For all intents and purposes, the Academy doesn’t acknowledge rock until it acknowledges funk, in 1972, when Isaac Hayes wins an Oscar for “Theme From Shaft.” He performs in a shirt made of gold chains and accepts in a fur-trimmed midnight-blue tuxedo, effectively out–Rick Rossing Rick Ross four years before Rozay is even born. It’s pretty much the greatest thing that has ever happened. It’s also a historical blip: The following year, the Academy fails to nominate Curtis Mayfield for “Superfly” or “Freddie’s Dead,” Marvin Gaye for “Trouble Man,” and Jimmy Cliff for “The Harder They Come” (which arguably launched reggae as a commercial genre in the U.S.), giving the Oscar to “The Morning After,” sung by Maureen McGovern on the soundtrack to The Poseidon Adventure.
So went the ’70s. In 1977, the Bee Gees’ immortal and massively successful Saturday Night Fever spawns three no. 1 singles — “Stayin’ Alive,” “How Deep Is Your Love,” and “Night Fever” — that arguably represent the apex of disco as a pop phenomenon, but garners zero Oscar nominations. The Oscar goes to Debby Boone’s “You Light Up My Life”; other nominees include Marvin Hamlisch and Carole Bayer Sager’s not-bad Bond theme “Nobody Does It Better,” a forgettable ballad from The Rescuers, and “The Slipper and the Rose Waltz,” from The Slipper and the Rose, a Cinderella retelling with Richard Chamberlain as Prince Charming. Let me say that in a more direct way: In 1978, the Academy ignored disco but nominated a fucking waltz. (Paul Jabara’s win the following year for “Last Dance,” performed in Thank God It’s Friday by Donna Summer, was probably a make-good; it beat out a super-weak field that included “Ready to Take a Chance Again,” a.k.a. the Barry Manilow love theme from Foul Play.)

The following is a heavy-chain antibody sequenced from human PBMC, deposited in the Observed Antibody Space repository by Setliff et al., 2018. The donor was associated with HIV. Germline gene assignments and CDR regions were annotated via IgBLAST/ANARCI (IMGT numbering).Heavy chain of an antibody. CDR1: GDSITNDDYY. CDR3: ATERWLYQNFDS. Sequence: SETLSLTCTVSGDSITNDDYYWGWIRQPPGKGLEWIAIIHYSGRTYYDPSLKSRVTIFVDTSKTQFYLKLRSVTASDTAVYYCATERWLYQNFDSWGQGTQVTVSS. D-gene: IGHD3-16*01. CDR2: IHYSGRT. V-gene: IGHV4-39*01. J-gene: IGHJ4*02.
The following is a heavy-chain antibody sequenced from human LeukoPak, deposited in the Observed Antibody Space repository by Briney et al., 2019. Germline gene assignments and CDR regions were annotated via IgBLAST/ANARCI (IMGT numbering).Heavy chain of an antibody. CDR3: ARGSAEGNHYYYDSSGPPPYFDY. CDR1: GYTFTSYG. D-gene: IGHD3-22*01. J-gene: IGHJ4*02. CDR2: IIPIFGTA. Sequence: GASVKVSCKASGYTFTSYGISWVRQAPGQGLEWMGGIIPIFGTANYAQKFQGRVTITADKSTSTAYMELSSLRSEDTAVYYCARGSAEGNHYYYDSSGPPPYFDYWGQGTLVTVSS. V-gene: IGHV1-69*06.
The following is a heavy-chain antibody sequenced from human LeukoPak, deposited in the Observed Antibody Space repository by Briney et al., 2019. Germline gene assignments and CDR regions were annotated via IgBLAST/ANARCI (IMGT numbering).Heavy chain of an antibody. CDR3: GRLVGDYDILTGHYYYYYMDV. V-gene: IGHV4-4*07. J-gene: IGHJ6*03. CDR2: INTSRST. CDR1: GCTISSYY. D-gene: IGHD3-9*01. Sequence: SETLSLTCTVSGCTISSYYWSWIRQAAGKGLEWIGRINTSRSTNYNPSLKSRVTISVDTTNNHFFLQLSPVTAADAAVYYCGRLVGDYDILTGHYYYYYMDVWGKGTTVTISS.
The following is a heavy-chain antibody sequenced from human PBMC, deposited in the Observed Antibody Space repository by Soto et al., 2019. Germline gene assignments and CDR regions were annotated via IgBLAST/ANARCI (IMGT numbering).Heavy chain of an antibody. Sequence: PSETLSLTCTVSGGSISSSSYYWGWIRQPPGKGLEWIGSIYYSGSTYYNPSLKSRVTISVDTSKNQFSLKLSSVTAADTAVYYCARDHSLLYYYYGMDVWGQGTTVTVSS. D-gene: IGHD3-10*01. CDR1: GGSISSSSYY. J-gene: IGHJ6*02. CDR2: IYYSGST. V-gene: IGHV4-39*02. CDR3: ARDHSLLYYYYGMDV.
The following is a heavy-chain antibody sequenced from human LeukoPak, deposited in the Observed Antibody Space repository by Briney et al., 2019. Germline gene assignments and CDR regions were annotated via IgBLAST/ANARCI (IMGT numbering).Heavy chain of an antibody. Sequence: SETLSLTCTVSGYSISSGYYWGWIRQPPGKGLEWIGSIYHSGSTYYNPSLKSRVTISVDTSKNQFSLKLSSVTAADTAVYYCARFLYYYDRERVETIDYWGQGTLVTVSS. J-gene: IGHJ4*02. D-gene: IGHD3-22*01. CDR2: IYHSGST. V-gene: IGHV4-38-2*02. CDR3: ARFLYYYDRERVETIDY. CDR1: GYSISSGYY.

Oh — and in 1979, the theme song from Norma Rae beat “Rainbow Connection” from The Muppet Movie. C’mon.
Things got marginally better in the ’80s. The fact that “Let’s Hear It for the Boy” got a nomination in ’85 and “Purple Rain” didn’t is obviously insane and unforgivable, but you no longer get the sense that old-guard movie-music composers and lyricists are holding the line against contemporary pop. For better or for worse, these songs were hits:
1980 — “Fame” (from Fame)
1981 — “Arthur’s Theme” (from Arthur)
1982 — “Up Where We Belong” (from An Officer and a Gentleman)
1983 — “What a Feeling” (from Flashdance)
1984 — “I Just Called to Say I Love You” (from The Woman in Red)
1985 — “Say You, Say Me” (from White Nights)
1986 — “Take My Breath Away” (from Top Gun)
1987 — “I’ve Had the Time of My Life” (from Dirty Dancing — although LL Cool J’s Less Than Zero soundtrack cut “Going Back to Cali” was robbed)
1988 — “Let the River Run” (from Working Girl)